Kym Houden says this and earlier wins, including
Sydney Turf Club’s two metropolitan racetracks, will take annual sales this
financial year to more than $7 million. After three decades of selling other
companies’ systems to big retailers such as Harvey Norman and Coles Myer,
Houden knew the greatest strength of the POS industry - its longevity - was
also its Achilles heel. Shopkeepers the world over have come to rely on standard POS
systems to handle billions of transactions a day. Ironically, this success has
made the industry’s top names vulnerable by hampering their move from
proprietary networks to the internet. “Companies like IBM and InfoGenesis have
a legacy of old systems, which they find difficult to just shut off and start
something new,” Houden says.
His son had no such qualms about upending what he
found after joining Task Retail straight from school in 2001. Within three
years “he became very frustrated supporting proprietary legacy systems which
were not addressing client’s requirements, and decided he could do better”, his
father says. Daniel Houden had no formal training or experience in computer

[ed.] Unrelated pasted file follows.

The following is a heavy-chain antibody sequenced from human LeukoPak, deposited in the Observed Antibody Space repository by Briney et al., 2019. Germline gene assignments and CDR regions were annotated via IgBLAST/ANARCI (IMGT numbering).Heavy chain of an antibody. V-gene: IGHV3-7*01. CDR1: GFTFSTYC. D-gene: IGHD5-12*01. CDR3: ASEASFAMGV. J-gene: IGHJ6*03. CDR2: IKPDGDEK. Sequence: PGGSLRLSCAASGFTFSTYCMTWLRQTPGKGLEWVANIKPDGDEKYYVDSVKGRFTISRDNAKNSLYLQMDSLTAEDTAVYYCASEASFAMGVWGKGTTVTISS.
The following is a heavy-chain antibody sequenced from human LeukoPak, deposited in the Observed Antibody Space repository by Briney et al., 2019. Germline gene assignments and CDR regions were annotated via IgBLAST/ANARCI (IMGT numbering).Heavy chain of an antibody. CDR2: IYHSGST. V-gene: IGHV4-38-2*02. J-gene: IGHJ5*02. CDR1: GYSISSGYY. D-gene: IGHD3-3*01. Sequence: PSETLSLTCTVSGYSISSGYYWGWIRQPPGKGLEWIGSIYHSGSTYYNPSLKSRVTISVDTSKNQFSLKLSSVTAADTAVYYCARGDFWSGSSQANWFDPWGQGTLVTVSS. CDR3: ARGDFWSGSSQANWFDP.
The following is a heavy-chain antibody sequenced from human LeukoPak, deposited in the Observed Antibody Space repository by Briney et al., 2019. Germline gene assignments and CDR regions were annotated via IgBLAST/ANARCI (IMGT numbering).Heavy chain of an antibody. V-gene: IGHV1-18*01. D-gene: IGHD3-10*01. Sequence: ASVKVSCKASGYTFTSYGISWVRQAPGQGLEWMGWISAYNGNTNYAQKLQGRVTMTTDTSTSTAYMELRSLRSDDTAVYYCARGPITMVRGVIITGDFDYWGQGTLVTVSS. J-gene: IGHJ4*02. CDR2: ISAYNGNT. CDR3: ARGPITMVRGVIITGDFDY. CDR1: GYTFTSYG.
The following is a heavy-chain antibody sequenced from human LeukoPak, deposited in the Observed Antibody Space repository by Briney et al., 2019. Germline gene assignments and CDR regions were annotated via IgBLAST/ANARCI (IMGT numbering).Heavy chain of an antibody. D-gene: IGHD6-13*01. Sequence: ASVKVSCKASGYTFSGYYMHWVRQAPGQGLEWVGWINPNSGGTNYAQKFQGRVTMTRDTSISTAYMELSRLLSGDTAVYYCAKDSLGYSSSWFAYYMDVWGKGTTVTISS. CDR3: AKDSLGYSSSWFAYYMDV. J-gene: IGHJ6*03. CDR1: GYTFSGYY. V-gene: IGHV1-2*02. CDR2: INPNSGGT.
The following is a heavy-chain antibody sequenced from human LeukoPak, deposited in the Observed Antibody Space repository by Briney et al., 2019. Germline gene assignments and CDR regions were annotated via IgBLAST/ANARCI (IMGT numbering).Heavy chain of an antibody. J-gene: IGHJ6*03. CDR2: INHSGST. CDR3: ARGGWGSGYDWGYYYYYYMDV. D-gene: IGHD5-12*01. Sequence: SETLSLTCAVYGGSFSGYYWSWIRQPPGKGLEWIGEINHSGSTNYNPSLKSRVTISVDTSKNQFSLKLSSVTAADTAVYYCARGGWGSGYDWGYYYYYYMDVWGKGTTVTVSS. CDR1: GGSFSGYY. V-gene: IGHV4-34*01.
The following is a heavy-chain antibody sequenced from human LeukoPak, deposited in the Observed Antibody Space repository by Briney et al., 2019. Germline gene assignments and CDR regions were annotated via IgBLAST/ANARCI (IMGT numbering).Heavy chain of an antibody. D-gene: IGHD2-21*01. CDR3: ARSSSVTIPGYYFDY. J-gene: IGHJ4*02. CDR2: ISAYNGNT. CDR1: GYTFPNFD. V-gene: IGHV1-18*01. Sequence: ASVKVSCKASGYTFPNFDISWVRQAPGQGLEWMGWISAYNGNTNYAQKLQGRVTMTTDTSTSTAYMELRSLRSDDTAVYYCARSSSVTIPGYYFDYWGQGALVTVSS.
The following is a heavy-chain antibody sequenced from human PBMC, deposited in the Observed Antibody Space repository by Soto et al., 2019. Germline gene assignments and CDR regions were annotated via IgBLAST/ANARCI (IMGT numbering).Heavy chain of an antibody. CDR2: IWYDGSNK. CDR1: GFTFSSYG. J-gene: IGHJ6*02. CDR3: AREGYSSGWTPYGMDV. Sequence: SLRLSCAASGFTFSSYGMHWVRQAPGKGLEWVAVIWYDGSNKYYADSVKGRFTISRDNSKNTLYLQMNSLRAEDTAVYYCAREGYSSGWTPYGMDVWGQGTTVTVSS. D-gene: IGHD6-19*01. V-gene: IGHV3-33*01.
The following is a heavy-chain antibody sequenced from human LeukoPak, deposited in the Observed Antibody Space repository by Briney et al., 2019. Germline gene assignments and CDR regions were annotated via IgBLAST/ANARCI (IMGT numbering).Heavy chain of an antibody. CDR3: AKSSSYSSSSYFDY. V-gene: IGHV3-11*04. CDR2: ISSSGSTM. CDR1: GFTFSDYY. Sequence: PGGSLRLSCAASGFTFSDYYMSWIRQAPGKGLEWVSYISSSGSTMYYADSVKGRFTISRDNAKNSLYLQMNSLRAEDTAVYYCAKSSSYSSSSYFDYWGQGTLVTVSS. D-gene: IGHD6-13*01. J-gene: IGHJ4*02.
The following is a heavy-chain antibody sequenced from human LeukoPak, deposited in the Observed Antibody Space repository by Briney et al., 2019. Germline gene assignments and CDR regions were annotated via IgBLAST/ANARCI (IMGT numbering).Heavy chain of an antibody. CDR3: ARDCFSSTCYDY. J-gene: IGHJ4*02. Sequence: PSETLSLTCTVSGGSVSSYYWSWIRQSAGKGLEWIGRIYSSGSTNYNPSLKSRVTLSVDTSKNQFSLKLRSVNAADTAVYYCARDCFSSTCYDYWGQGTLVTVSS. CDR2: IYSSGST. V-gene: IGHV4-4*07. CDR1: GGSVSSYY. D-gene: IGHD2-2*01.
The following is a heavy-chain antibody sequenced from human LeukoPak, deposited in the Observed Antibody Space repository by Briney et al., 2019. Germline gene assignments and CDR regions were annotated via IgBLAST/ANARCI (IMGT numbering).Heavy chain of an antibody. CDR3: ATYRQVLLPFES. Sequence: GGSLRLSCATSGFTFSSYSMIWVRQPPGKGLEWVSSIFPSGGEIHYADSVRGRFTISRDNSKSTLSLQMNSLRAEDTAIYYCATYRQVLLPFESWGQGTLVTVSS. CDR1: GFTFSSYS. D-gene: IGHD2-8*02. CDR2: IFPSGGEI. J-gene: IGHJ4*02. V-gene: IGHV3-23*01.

programming, yet he developed a system to flick the details of millions of
customer transactions across the internet in a matter of seconds. Its appeal to
franchisors such as Retail Food - which waited weeks for store owners to upload
store information over dial-up modems - was obvious. But by bringing in
partners such as Microsoft and NCR, the Houdens ensured they would get far
enough in the door to show off their systems.
As well as increasing the accountability of
franchisees to head office, the xchangexec system supports orders by means of SMS and can present
two-for-one and other offers to customer based on what they are already buying
or, in the case of loyalty card holders, what they bought previously.
Through its arrangement with Retail Food and
another deal with the Foodco Group, owner of Muffin Break and Jamaica Blue
chains, Task Retail is entering China and other Asian markets. Houden is eyeing
markets further afield, having just returned from three weeks in Los Angeles
and New York. “In Australia we talk about a large chain being 1050 stores.
[United States Chain] Dunkin’ Donuts has 16,000,” he says.
Still, Houden knows well-resourced competition will not
stand still. But he is betting Task Retail can be nimbler. “We have got a three
to four-year jump on those guys,” he says. “Some of the software out there is
still in DOS (the Microsoft precursor to its Windows operating system). There
is a lot of development time in there [for rivals].
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